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World Religions 101
August 14, 2014
Stephen Prothero gives us a crash course on eight of the world's spiritual traditions—what they believe, where they come from, and how they’re different from each other. Each segment poses two basic questions: what is the problem that religion defines as central in the world, and what is the solution?

Confucianism: The Way of Propriety
Confucians aren't particularly interested in the divine or the afterlife.  They are more concerned with the here and now- with cultivating harmony and virtue. Confucianism tries to bring social order to a world that would otherwise be characterized by chaos. The answer is to be kind and honorable to each other, through rituals and etiquette.

Pictured: A statue of Confucius, who was born in 551 BCE.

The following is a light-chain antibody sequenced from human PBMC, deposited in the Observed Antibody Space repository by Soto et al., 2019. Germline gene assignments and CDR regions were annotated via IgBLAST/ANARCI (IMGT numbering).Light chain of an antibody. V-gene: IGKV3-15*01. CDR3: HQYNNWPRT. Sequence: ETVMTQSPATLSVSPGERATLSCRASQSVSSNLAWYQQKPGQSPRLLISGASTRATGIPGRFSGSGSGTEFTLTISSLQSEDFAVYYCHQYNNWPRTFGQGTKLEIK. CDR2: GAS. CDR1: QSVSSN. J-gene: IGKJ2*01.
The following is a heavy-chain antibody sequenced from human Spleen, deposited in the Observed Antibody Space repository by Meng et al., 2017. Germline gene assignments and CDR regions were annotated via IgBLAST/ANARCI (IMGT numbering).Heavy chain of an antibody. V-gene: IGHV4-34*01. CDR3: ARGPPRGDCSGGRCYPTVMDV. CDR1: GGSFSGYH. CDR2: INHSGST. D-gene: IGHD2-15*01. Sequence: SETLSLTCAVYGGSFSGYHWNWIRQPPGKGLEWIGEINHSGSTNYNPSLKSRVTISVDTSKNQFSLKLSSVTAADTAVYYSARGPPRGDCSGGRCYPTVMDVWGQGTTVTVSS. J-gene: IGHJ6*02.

The Full Interview on Confucianism
Taoism: The Way of Flourishing
Confucianism stresses decorum, learning and proper behavior.  Taoism, one of the other popular religions in China, emphasizes nearly the opposite.  Taoism says we should be spontaneous, natural and unconstrained - like water flowing down a river.  The problem is lifelessness, which is pushed onto us by social conventions. The goal, then, is flourishing: living life to the fullest.

The Full Interview on Taoism
Hinduism: The Way of Devotion
Stephen Prothero calls Hindusim an “over-the-top religion of big ideas, bright colors, soulful mantras, spicy foods, complex rituals and wild stories.”  The world’s oldest living religion, Hinduism is an attempt to escape the endless cycle of life, death and rebirth. The goal is to free the soul from bondage, a path known as moksha, or release.

Pictured: An 18th century depiction of Ganesha, one of the most beloved deities in the Hindu pantheon of gods and goddesses. 

The Full Interview on Hinduism